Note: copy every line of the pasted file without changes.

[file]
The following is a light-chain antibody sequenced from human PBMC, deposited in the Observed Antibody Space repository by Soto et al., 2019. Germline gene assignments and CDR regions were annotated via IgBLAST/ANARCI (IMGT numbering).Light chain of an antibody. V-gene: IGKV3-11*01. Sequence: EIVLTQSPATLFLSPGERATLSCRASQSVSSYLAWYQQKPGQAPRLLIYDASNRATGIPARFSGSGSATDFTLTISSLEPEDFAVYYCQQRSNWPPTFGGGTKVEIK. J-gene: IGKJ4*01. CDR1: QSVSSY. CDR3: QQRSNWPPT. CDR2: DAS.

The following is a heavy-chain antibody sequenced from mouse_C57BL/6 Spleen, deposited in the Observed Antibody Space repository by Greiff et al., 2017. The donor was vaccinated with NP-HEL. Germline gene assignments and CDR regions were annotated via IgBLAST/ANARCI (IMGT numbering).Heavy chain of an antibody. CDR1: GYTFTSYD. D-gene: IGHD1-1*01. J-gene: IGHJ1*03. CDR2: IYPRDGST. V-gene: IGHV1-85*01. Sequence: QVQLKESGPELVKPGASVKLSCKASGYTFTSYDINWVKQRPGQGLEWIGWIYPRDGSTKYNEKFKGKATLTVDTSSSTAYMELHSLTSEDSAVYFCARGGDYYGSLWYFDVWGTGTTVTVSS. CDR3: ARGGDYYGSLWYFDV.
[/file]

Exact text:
The following is a light-chain antibody sequenced from human PBMC, deposited in the Observed Antibody Space repository by Soto et al., 2019. Germline gene assignments and CDR regions were annotated via IgBLAST/ANARCI (IMGT numbering).Light chain of an antibody. V-gene: IGKV3-11*01. Sequence: EIVLTQSPATLFLSPGERATLSCRASQSVSSYLAWYQQKPGQAPRLLIYDASNRATGIPARFSGSGSATDFTLTISSLEPEDFAVYYCQQRSNWPPTFGGGTKVEIK. J-gene: IGKJ4*01. CDR1: QSVSSY. CDR3: QQRSNWPPT. CDR2: DAS.

The following is a heavy-chain antibody sequenced from mouse_C57BL/6 Spleen, deposited in the Observed Antibody Space repository by Greiff et al., 2017. The donor was vaccinated with NP-HEL. Germline gene assignments and CDR regions were annotated via IgBLAST/ANARCI (IMGT numbering).Heavy chain of an antibody. CDR1: GYTFTSYD. D-gene: IGHD1-1*01. J-gene: IGHJ1*03. CDR2: IYPRDGST. V-gene: IGHV1-85*01. Sequence: QVQLKESGPELVKPGASVKLSCKASGYTFTSYDINWVKQRPGQGLEWIGWIYPRDGSTKYNEKFKGKATLTVDTSSSTAYMELHSLTSEDSAVYFCARGGDYYGSLWYFDVWGTGTTVTVSS. CDR3: ARGGDYYGSLWYFDV.